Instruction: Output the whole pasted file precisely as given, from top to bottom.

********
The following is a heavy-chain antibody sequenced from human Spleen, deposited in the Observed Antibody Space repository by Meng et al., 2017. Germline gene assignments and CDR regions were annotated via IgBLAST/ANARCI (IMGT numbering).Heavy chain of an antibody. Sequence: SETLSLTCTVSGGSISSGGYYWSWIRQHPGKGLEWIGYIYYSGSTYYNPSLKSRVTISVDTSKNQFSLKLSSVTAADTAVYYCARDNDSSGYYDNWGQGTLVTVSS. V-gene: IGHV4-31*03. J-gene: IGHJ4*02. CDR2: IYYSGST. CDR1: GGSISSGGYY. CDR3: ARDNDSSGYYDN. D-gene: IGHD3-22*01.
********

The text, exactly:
The following is a heavy-chain antibody sequenced from human Spleen, deposited in the Observed Antibody Space repository by Meng et al., 2017. Germline gene assignments and CDR regions were annotated via IgBLAST/ANARCI (IMGT numbering).Heavy chain of an antibody. Sequence: SETLSLTCTVSGGSISSGGYYWSWIRQHPGKGLEWIGYIYYSGSTYYNPSLKSRVTISVDTSKNQFSLKLSSVTAADTAVYYCARDNDSSGYYDNWGQGTLVTVSS. V-gene: IGHV4-31*03. J-gene: IGHJ4*02. CDR2: IYYSGST. CDR1: GGSISSGGYY. CDR3: ARDNDSSGYYDN. D-gene: IGHD3-22*01.